Tackling the Issue by Helen Laycock

‘Oh, please, God, not those jeans again!’ He’s got them on once more:
those baggy, beltless, ragged things that drag across the floor.

In minutes, they’ve obeyed the law of undisputed gravity,
and, as they creep towards the floor, they smack of rude depravity.

Not just a peek of buttock crack to all is now exposed,
but glorious, billowing, hairy cheeks, like dough buns juxtaposed.

Untroubled by malfunction, he potters as I watch,
his movements getting hindered by a slowly sinking crotch.

The other day he wandered in, his iPad a fixation;
his eyes were glued, his hands engaged . . . He stood in concentration.

Daughter, sweet, sat at my side, sharing time together –
that innocence of childhood, soon to be lost forever –

when suddenly a movement, quicker than a beat,
resulted in his trousers crumpling at his feet.

Startling was not the word – nay, we were traumatised,
for with the jeans had dropped his pants: AWOL, decentralised.

We squealed and covered up our eyes; his top half was intact,
but any shred of man attire his nethers sorely lacked.

He shuffled to the sofa with bondage round his ankles
to first put down the iPad before dealing with his dangles.

I waited ’til the sound of snores told me he was asleep
then felt through piles of clothing he’d left huddled in a heap.

I grasped them with a robber’s touch and slid them out with guile.
I felt the stringy, tattered hems. God, those jeans were vile.

I looked for a concealing place. Boy, was I in a fluster –
if hubby woke, that jeopardised ‘Operation Denim Duster’.

I rammed them in the wardrobe and pushed the door damn tight,
then schemed and plotted for their end. I tossed and turned all night.

The rumbles in the street outside reminded me ‘Bin Day’!
I forfeited my cleaning cloths and threw the jeans away.

He’s hunted for them ever since. I’ve repossessed composure.
The naked truth is hard to bear in full and stark exposure.

When life throws up the unexpected, Helen Laycock casts it in rhyme (much to the embarrassment of her Muse/husband). She writes serious poetry, too, as well as fiction. Details of her short stories and flash can be found here and information about her children’s books can be found here.


Faux Pas by Helen Laycock

‘I do not ride.’ I shook my head. ‘I want one that is slow.’
I couldn’t speak the lingo, but I’d watched ‘’Allo ’Allo’.
I felt the French girls sniggered and had masterminded fatwas.
‘You take ze ’orse zat’s at ze back. ’E’s young . . .’is name is Matoise.’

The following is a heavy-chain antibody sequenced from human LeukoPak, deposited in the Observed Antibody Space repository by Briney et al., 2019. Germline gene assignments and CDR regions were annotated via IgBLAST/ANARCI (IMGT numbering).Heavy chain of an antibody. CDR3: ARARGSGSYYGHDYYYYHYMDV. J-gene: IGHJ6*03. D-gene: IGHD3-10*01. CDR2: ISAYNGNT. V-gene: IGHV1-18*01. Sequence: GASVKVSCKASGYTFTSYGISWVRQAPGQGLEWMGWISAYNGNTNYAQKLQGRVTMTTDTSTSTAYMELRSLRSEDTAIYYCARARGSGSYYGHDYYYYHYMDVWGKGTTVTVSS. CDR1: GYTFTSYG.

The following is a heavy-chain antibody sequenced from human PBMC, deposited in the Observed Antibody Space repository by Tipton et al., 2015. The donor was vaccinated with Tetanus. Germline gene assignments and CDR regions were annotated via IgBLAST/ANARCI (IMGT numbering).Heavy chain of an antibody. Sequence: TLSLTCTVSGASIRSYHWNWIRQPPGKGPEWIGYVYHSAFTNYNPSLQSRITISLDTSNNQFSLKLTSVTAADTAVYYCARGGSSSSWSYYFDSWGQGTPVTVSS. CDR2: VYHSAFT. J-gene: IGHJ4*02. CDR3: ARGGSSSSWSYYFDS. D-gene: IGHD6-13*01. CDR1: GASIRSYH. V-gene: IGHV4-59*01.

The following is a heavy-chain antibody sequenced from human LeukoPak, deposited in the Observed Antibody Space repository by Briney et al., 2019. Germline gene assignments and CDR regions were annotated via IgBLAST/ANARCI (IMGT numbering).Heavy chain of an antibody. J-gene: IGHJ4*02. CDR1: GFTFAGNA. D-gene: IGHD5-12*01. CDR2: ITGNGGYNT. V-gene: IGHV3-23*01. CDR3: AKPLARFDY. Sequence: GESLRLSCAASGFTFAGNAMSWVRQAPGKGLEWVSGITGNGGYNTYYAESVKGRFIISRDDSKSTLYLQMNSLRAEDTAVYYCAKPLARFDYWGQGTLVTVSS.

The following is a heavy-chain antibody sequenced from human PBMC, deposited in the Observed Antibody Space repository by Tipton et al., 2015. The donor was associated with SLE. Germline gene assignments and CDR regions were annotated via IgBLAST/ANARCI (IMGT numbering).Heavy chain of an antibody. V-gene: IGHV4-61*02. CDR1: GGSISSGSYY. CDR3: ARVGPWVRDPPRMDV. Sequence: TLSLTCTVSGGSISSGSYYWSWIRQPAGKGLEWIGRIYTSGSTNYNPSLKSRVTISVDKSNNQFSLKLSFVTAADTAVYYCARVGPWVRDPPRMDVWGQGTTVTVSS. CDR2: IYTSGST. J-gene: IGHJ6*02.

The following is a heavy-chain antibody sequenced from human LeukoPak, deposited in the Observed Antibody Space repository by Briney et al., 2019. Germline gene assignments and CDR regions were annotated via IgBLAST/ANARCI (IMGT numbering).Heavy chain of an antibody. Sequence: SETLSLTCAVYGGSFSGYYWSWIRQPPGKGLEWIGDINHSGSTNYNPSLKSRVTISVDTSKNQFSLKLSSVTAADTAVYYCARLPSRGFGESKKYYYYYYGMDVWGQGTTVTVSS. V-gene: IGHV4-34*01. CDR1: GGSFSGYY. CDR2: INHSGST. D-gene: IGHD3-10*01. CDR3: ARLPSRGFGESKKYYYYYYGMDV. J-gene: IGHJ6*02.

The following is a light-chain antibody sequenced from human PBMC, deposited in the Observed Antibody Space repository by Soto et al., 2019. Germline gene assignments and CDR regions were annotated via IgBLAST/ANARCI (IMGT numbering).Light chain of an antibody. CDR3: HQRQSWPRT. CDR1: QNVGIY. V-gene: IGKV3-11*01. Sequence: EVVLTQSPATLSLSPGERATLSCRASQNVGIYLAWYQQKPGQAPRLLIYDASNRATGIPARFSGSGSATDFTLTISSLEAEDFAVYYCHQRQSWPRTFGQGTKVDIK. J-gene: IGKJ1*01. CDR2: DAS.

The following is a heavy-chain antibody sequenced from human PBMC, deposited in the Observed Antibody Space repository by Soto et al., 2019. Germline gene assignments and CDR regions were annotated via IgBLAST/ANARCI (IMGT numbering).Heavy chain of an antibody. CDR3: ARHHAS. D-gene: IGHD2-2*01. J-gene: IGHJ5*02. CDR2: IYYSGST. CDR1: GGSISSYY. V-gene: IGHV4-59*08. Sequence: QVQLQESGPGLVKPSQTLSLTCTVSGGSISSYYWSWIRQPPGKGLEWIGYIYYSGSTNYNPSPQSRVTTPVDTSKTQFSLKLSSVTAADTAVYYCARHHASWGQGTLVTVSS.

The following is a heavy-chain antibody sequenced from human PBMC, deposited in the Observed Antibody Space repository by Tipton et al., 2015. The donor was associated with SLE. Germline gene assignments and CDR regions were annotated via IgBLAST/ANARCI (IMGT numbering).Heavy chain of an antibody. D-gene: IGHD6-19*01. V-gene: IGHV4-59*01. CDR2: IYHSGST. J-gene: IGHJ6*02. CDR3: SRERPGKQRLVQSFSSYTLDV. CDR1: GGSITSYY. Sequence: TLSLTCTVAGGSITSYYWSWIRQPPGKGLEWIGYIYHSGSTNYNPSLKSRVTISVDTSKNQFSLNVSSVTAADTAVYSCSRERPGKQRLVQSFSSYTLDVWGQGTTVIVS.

‘But what about a chapeau?’ I pointed to my head.
The girls threw back their têtes and laughed. My fate was viande dead.
Matoise was their accomplice; his eyes betrayed a smirk.
An entertaining novice! How he loved to taunt a berk.

Unladylike, I threw a leg and landed in the saddle.
My rump, untethered, slid about. I was up the creek, sans paddle.
The group set off in front of me in the languid summer heat.
I heard their chit-chat fade away as Matoise stopped to eat.

I kicked my heels as jockeys do and flapped the stringy reins,
but Matoise was on hors d’oeuvres and had yet to start his mains.
Finally, he raised his head and, like a bull, he stamped,
then took off like a thunderbolt! My muscle-mode was CLAMPED.

I yanked his reins to slow him down, but he raced with nose to sky,
and dragged me under branches which, of rider-height, were shy.
‘Stop, Matoise!’ I bellowed as he galloped t’wards a trench
. . . then changed it to ‘Arrêtez-vous’,  recalling he was French.

Finally, our leader cut through my line of sight,
raised her eyes, snatched my reins and, muttering, pulled tight.
She led us to the trekkers, still plodding at their leisure,
and she and Matoise shared a wink of pure sadistic pleasure.

The day was done, the dismounts made, my hair was in a mess,
my face was scratched, my shoulders ached. I feigned a lack of stress.
I waved adieu and thanked them all, despite my dreadful pain,
and for the next three awful days, I walked just like John Wayne.

When life throws up the unexpected, Helen Laycock casts it in rhyme (much to the embarrassment of her Muse/husband). She writes serious poetry, too, as well as fiction. Details of her short stories and flash can be found here and information about her children’s books can be found here.